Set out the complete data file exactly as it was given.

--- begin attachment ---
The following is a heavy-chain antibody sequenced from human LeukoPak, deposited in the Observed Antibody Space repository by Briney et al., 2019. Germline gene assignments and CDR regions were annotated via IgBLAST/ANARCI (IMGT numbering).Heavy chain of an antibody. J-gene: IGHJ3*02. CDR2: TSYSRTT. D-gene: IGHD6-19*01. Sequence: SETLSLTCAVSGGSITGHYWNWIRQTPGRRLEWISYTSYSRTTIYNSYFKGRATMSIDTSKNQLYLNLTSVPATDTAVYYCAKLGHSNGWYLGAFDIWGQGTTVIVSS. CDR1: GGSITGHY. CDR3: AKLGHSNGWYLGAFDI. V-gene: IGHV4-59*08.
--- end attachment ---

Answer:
The following is a heavy-chain antibody sequenced from human LeukoPak, deposited in the Observed Antibody Space repository by Briney et al., 2019. Germline gene assignments and CDR regions were annotated via IgBLAST/ANARCI (IMGT numbering).Heavy chain of an antibody. J-gene: IGHJ3*02. CDR2: TSYSRTT. D-gene: IGHD6-19*01. Sequence: SETLSLTCAVSGGSITGHYWNWIRQTPGRRLEWISYTSYSRTTIYNSYFKGRATMSIDTSKNQLYLNLTSVPATDTAVYYCAKLGHSNGWYLGAFDIWGQGTTVIVSS. CDR1: GGSITGHY. CDR3: AKLGHSNGWYLGAFDI. V-gene: IGHV4-59*08.